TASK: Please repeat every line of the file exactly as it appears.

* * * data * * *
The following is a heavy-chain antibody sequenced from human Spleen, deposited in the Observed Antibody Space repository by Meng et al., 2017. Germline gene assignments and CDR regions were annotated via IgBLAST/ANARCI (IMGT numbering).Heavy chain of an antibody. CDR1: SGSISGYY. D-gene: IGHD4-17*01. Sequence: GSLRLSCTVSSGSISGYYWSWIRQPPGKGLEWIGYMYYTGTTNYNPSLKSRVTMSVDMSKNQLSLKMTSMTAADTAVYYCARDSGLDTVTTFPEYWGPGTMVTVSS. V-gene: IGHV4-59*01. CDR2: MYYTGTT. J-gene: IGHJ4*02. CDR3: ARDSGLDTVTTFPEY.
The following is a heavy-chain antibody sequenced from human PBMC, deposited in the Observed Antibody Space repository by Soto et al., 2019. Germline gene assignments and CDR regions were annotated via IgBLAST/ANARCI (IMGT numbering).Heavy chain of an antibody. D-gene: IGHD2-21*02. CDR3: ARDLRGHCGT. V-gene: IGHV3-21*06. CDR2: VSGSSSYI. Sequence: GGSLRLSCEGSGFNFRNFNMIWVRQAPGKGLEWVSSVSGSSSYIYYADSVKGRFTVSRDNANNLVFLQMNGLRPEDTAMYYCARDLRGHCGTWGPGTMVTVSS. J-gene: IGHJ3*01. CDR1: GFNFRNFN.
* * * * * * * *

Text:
The following is a heavy-chain antibody sequenced from human Spleen, deposited in the Observed Antibody Space repository by Meng et al., 2017. Germline gene assignments and CDR regions were annotated via IgBLAST/ANARCI (IMGT numbering).Heavy chain of an antibody. CDR1: SGSISGYY. D-gene: IGHD4-17*01. Sequence: GSLRLSCTVSSGSISGYYWSWIRQPPGKGLEWIGYMYYTGTTNYNPSLKSRVTMSVDMSKNQLSLKMTSMTAADTAVYYCARDSGLDTVTTFPEYWGPGTMVTVSS. V-gene: IGHV4-59*01. CDR2: MYYTGTT. J-gene: IGHJ4*02. CDR3: ARDSGLDTVTTFPEY.
The following is a heavy-chain antibody sequenced from human PBMC, deposited in the Observed Antibody Space repository by Soto et al., 2019. Germline gene assignments and CDR regions were annotated via IgBLAST/ANARCI (IMGT numbering).Heavy chain of an antibody. D-gene: IGHD2-21*02. CDR3: ARDLRGHCGT. V-gene: IGHV3-21*06. CDR2: VSGSSSYI. Sequence: GGSLRLSCEGSGFNFRNFNMIWVRQAPGKGLEWVSSVSGSSSYIYYADSVKGRFTVSRDNANNLVFLQMNGLRPEDTAMYYCARDLRGHCGTWGPGTMVTVSS. J-gene: IGHJ3*01. CDR1: GFNFRNFN.